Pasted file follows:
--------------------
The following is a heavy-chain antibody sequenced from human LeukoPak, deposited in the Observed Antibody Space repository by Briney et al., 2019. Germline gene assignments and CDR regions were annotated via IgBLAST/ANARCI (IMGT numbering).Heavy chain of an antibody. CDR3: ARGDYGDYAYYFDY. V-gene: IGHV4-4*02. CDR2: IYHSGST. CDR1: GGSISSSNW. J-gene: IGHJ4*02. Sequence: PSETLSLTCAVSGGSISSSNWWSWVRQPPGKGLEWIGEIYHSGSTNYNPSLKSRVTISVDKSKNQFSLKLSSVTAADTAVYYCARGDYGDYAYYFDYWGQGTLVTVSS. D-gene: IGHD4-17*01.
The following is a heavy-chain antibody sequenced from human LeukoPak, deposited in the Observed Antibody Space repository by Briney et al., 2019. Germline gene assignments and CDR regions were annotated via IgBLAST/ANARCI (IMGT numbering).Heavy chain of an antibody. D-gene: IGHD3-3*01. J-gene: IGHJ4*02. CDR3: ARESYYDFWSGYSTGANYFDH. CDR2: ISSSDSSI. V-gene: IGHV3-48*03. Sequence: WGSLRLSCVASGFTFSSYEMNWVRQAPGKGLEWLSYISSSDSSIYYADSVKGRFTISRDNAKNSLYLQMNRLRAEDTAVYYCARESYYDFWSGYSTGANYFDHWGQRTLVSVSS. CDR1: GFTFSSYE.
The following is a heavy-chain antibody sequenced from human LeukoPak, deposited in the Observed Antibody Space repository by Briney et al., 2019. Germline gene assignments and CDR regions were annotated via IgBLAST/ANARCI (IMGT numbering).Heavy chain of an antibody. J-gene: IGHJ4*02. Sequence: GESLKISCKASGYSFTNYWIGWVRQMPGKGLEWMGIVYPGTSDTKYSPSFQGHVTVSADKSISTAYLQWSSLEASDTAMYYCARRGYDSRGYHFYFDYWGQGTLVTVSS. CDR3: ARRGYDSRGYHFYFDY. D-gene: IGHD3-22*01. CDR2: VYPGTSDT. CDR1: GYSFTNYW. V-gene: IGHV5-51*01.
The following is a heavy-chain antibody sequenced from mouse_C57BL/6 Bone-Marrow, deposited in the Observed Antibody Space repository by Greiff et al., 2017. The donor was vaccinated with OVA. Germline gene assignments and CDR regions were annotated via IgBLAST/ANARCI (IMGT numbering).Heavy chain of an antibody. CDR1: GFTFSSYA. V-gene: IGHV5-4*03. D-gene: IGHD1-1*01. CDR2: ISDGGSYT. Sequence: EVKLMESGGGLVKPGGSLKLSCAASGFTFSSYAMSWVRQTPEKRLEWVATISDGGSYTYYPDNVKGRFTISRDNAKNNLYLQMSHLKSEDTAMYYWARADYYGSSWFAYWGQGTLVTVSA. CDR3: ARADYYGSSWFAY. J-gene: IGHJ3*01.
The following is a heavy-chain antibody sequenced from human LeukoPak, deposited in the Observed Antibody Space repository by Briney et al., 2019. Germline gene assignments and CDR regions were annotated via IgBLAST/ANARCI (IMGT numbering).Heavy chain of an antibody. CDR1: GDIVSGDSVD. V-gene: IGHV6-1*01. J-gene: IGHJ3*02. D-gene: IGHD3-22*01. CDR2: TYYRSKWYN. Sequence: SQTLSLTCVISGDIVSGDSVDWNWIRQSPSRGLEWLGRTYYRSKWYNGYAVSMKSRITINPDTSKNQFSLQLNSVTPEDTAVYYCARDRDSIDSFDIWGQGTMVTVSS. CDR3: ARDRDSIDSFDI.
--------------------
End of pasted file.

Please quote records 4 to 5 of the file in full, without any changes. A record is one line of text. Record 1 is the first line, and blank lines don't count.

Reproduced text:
The following is a heavy-chain antibody sequenced from mouse_C57BL/6 Bone-Marrow, deposited in the Observed Antibody Space repository by Greiff et al., 2017. The donor was vaccinated with OVA. Germline gene assignments and CDR regions were annotated via IgBLAST/ANARCI (IMGT numbering).Heavy chain of an antibody. CDR1: GFTFSSYA. V-gene: IGHV5-4*03. D-gene: IGHD1-1*01. CDR2: ISDGGSYT. Sequence: EVKLMESGGGLVKPGGSLKLSCAASGFTFSSYAMSWVRQTPEKRLEWVATISDGGSYTYYPDNVKGRFTISRDNAKNNLYLQMSHLKSEDTAMYYWARADYYGSSWFAYWGQGTLVTVSA. CDR3: ARADYYGSSWFAY. J-gene: IGHJ3*01.
The following is a heavy-chain antibody sequenced from human LeukoPak, deposited in the Observed Antibody Space repository by Briney et al., 2019. Germline gene assignments and CDR regions were annotated via IgBLAST/ANARCI (IMGT numbering).Heavy chain of an antibody. CDR1: GDIVSGDSVD. V-gene: IGHV6-1*01. J-gene: IGHJ3*02. D-gene: IGHD3-22*01. CDR2: TYYRSKWYN. Sequence: SQTLSLTCVISGDIVSGDSVDWNWIRQSPSRGLEWLGRTYYRSKWYNGYAVSMKSRITINPDTSKNQFSLQLNSVTPEDTAVYYCARDRDSIDSFDIWGQGTMVTVSS. CDR3: ARDRDSIDSFDI.